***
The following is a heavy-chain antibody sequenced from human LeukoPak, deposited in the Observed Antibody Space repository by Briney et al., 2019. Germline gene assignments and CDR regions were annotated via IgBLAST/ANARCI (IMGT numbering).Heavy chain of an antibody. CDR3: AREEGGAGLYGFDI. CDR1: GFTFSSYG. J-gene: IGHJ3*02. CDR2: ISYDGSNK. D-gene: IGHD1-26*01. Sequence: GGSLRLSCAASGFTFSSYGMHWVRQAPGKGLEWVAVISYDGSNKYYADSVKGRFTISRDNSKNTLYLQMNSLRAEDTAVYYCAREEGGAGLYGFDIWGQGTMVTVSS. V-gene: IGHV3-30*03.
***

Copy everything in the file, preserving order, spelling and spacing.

The following is a heavy-chain antibody sequenced from human LeukoPak, deposited in the Observed Antibody Space repository by Briney et al., 2019. Germline gene assignments and CDR regions were annotated via IgBLAST/ANARCI (IMGT numbering).Heavy chain of an antibody. CDR3: AREEGGAGLYGFDI. CDR1: GFTFSSYG. J-gene: IGHJ3*02. CDR2: ISYDGSNK. D-gene: IGHD1-26*01. Sequence: GGSLRLSCAASGFTFSSYGMHWVRQAPGKGLEWVAVISYDGSNKYYADSVKGRFTISRDNSKNTLYLQMNSLRAEDTAVYYCAREEGGAGLYGFDIWGQGTMVTVSS. V-gene: IGHV3-30*03.